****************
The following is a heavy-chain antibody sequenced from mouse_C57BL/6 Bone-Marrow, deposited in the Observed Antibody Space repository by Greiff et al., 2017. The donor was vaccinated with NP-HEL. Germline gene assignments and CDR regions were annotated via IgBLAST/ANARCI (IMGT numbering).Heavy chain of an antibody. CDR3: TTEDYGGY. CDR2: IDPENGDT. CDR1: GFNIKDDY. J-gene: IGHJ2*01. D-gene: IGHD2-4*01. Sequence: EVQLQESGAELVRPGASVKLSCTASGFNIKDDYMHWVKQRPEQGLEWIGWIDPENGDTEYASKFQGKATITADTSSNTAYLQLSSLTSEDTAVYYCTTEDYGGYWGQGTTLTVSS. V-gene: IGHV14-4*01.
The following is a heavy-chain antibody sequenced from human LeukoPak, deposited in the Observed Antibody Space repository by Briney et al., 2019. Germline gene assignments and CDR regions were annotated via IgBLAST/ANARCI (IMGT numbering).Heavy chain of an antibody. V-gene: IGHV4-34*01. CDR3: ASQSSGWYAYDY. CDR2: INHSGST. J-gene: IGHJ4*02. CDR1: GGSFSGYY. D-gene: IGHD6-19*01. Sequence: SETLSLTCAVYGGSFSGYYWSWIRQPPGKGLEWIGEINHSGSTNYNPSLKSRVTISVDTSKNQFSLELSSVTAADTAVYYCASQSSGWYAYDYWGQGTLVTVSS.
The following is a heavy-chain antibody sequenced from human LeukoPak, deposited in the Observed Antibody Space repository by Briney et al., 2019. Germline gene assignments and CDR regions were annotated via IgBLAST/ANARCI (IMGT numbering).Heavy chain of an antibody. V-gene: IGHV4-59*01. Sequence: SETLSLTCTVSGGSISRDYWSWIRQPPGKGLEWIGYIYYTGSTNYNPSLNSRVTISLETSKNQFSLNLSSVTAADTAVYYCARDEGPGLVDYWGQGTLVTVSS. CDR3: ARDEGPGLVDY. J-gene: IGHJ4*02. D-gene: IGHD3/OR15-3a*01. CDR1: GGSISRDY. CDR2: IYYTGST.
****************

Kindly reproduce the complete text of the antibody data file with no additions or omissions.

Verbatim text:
The following is a heavy-chain antibody sequenced from mouse_C57BL/6 Bone-Marrow, deposited in the Observed Antibody Space repository by Greiff et al., 2017. The donor was vaccinated with NP-HEL. Germline gene assignments and CDR regions were annotated via IgBLAST/ANARCI (IMGT numbering).Heavy chain of an antibody. CDR3: TTEDYGGY. CDR2: IDPENGDT. CDR1: GFNIKDDY. J-gene: IGHJ2*01. D-gene: IGHD2-4*01. Sequence: EVQLQESGAELVRPGASVKLSCTASGFNIKDDYMHWVKQRPEQGLEWIGWIDPENGDTEYASKFQGKATITADTSSNTAYLQLSSLTSEDTAVYYCTTEDYGGYWGQGTTLTVSS. V-gene: IGHV14-4*01.
The following is a heavy-chain antibody sequenced from human LeukoPak, deposited in the Observed Antibody Space repository by Briney et al., 2019. Germline gene assignments and CDR regions were annotated via IgBLAST/ANARCI (IMGT numbering).Heavy chain of an antibody. V-gene: IGHV4-34*01. CDR3: ASQSSGWYAYDY. CDR2: INHSGST. J-gene: IGHJ4*02. CDR1: GGSFSGYY. D-gene: IGHD6-19*01. Sequence: SETLSLTCAVYGGSFSGYYWSWIRQPPGKGLEWIGEINHSGSTNYNPSLKSRVTISVDTSKNQFSLELSSVTAADTAVYYCASQSSGWYAYDYWGQGTLVTVSS.
The following is a heavy-chain antibody sequenced from human LeukoPak, deposited in the Observed Antibody Space repository by Briney et al., 2019. Germline gene assignments and CDR regions were annotated via IgBLAST/ANARCI (IMGT numbering).Heavy chain of an antibody. V-gene: IGHV4-59*01. Sequence: SETLSLTCTVSGGSISRDYWSWIRQPPGKGLEWIGYIYYTGSTNYNPSLNSRVTISLETSKNQFSLNLSSVTAADTAVYYCARDEGPGLVDYWGQGTLVTVSS. CDR3: ARDEGPGLVDY. J-gene: IGHJ4*02. D-gene: IGHD3/OR15-3a*01. CDR1: GGSISRDY. CDR2: IYYTGST.